Summary of Responses: Print Journal Issues ... What are you doing with them? Cynthia Koman 03 Oct 2008 14:18 UTC


Below is the summary of responses to the following question:

I was wondering if those of you who receive both print and electronic
for a journal title:

1.  Keep the print issues for that journal?
2. If you keep the issues, do you check them it?
3. If you keep the issues, so you bind them?

Thanks to all who answered.

Best Regards,

Cynthia L. Koman
Serials Librarian
Schaffer Library of Health Sciences
Albany Medical College
phone:  518-262-6058


Yes, most of the time we keep the print issues even when there is
electronic full text available to our patrons. Even when there is full
text, it doesn't mean that the electronic representation includes all
the diagrams, pictures, etc. Actually, for the sciences, many of them do
not carry the graphics needed to understand the article, so we keep the
print issues. We have a list of about 20 at this time that are being
decided by our Reference staff. We expect to hear which ones should be
kept in about a week. That always lengthens my returns of renewals to
Ebsco, but I understand the care the staff takes in making sure we
maintain all the information. I gather the database availability and
microfilm availability plus prices and give them a spreadsheet to work
from. When we buy the microfilm, we usually get rid of the print issues,
but electronic is too iffy to rely on at present. Of course, we are
strictly a technical university studying everything associated with the
aviation and aerospace industries.  Mostly, we have to have at least one
backup to the electronic because of the adverse weather problems,
outages and possible campus server problems. When our internet has been
down for a couple of weeks, we have been grateful for the print and
microfilm that we have.

Here at UNC-Chapel Hill, where we subscribe to print + online, the
Academic Affairs Library keeps the print, checks the print issues in and
binds the print issues. We are becoming more lax on how far we go to
acquire missing print issues however, if the material is also received

You did not really ask about this, but just for information, for titles
where we are changing from print and print+online to online only, we,
like other libraries, are beginning to get rid of some of our print back
files.  These print back files are already bound and we are getting rid
of the bound volumes. It is a painful process for those who helped to
make sure the bound back files were complete. As you can surmise, this
process is mostly being carried out with science journals where the most
current information in a field is what the user needs.

In the future, it may be that we keep current year only of the print
where we receive print + online, but we are not there yet.

1) We keep the print issues.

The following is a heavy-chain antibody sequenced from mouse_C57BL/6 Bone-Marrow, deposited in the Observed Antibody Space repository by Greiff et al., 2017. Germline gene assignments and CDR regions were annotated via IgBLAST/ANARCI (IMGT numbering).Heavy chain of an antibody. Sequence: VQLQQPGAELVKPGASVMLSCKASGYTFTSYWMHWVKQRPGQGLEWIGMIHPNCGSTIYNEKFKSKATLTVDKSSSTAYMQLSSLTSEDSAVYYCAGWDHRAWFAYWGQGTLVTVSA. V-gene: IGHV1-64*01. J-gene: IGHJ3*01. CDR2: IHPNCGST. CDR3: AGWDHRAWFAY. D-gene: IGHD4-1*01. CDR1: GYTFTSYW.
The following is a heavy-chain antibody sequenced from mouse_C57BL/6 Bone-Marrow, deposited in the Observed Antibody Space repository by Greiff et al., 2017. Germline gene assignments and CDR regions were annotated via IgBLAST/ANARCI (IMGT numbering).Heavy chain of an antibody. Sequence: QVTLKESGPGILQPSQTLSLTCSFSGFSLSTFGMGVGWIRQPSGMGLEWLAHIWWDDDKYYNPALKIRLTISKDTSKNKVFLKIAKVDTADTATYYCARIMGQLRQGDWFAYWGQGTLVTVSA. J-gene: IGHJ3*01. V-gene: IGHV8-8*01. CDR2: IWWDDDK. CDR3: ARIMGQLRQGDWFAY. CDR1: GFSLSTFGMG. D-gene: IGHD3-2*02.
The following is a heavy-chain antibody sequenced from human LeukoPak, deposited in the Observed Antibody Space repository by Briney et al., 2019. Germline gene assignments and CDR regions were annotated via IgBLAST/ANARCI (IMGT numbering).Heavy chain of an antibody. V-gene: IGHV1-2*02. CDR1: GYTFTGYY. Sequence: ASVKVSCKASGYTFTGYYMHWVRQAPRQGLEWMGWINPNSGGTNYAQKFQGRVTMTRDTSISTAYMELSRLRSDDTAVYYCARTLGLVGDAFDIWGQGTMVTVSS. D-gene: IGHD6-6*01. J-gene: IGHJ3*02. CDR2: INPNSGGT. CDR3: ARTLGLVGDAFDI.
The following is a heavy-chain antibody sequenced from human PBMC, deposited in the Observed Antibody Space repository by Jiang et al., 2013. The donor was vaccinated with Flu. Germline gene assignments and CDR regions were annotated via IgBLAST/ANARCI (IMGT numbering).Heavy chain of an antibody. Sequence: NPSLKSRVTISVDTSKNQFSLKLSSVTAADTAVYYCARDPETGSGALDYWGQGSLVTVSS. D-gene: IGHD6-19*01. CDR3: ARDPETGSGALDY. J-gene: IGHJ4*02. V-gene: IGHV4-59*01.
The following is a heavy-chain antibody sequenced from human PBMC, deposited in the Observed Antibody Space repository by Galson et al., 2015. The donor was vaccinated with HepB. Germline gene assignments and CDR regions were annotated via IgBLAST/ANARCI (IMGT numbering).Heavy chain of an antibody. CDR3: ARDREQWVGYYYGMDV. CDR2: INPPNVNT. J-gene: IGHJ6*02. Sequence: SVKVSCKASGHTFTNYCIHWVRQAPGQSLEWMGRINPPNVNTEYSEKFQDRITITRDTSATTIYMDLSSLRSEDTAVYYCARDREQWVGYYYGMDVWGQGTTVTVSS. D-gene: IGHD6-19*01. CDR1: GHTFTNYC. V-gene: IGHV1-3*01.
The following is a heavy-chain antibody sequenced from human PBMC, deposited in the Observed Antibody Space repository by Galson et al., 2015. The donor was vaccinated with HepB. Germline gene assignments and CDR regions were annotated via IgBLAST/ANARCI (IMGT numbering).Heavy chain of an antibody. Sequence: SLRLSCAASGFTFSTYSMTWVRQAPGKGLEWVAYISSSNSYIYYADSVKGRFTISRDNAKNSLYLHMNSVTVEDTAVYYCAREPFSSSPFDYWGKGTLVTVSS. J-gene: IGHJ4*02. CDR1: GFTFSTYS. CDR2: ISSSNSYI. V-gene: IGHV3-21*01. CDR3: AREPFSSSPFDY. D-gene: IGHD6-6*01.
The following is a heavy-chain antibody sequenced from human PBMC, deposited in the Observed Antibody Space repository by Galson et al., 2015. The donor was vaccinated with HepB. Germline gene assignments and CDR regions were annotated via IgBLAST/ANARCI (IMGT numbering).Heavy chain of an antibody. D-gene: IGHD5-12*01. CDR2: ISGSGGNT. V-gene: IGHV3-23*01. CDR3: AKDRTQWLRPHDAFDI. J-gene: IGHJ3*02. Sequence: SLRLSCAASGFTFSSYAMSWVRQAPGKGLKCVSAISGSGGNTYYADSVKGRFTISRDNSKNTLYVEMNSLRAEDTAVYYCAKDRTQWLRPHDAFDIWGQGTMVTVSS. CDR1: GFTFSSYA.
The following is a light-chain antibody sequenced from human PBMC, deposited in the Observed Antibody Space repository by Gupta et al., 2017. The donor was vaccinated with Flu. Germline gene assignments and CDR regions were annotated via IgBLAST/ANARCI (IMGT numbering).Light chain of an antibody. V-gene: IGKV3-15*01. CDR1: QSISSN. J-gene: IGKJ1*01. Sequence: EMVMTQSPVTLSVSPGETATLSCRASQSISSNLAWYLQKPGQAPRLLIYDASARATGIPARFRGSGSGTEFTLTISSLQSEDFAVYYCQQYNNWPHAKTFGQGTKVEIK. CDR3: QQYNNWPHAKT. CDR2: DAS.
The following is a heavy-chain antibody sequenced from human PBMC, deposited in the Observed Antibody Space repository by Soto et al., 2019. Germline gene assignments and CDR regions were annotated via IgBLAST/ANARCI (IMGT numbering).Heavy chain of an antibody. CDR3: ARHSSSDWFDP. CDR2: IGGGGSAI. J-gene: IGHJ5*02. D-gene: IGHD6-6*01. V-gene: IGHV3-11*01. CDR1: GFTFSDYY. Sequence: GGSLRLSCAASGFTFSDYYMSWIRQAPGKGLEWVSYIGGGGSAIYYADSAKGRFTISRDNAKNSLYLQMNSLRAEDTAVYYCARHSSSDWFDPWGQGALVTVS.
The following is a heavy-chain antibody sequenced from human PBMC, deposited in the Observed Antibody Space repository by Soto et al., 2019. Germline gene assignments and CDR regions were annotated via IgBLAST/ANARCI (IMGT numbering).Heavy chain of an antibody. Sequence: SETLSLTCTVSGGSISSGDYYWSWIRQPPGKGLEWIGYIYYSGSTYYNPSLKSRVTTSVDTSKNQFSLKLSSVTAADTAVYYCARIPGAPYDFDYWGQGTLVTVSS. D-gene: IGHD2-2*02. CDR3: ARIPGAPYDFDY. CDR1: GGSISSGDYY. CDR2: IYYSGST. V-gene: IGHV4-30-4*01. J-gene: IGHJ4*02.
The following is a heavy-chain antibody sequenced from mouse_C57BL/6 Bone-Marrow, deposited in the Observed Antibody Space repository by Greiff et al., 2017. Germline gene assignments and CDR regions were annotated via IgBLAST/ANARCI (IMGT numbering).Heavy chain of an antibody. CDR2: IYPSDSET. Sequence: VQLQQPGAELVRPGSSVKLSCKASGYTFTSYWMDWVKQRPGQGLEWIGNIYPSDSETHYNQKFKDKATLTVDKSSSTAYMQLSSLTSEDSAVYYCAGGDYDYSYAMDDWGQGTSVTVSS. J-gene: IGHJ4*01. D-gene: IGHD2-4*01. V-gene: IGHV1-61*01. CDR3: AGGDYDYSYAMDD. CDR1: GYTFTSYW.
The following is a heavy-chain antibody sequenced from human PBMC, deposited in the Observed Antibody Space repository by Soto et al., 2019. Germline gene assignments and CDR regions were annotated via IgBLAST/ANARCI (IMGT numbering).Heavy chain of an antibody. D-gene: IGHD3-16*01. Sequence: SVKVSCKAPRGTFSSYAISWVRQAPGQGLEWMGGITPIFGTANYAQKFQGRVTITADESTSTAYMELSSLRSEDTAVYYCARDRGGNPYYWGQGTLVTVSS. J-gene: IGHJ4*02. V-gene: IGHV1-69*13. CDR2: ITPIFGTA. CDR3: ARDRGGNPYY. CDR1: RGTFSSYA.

2) We check them in manually in our kardex, but not in our ILS (we
don't use Voyager's acquisitions module, because it is much too clunky
for our relatively small number of print subscriptions).
3) We do not bind.

I hope this helps.

We have many electronic journals as well as print versions for many of

1.) We keep the print issues for most of the electronic journals we
subscribe to (if we originally subscribed to the print and later also
subscribed to the electronic version) but generally send the volumes
more than 10 years old to storage.  Certain newspapers we discard on a
regular basis because they are available electronically and they take up
too much room to store.
2.) Yes
3.) Eventually, yes but due to budget cuts we try to limit our

Right now, we keep them, check them in and bind them.  In most cases,
these are situations where we have online access "free" by virtue of
print and there is no online  only version available.   Or, we cannot
get the online unbundled from the print and do not have permanent
archival access to the online version.

We aggressively try to acquire electronic only versions with perpetual
rights.  In the few cases where there is still not an option for e-only,
we change the mailing address for the print copy to Ebsco and they use
these issues to fill lost issues/claims.  We never see them and
obviously do not process them.

We keep the print issues, we check them in, and most are boxed not
bound (only some core journals are bound).

The answers are yes, yes and yes (if they are ones we bind anyway).
That said, we are an unusual library since we're a membership
organization and do postal loans and photocopies on behalf of our
members, not all of whom have internet access and we can't provide
offsite access for our Corporate Affiliates. Disposing of the print
isn't a practical
proposition for us. This is also the first year we've been able to
provide offsite access for our members, so we're still seeing how well
it works.

The answer to all 3 questions is Yes.

At our institution, the default policy (bar for Art and Archaeology
journals and newsmagazines) is to select the strictly electronic option,
provided that there is an adequate guarantee of post-cancellation access
(via JSTOR, Portico, or a licensing agreement with a particular
publisher).  Hence, titles received in print and electronic format are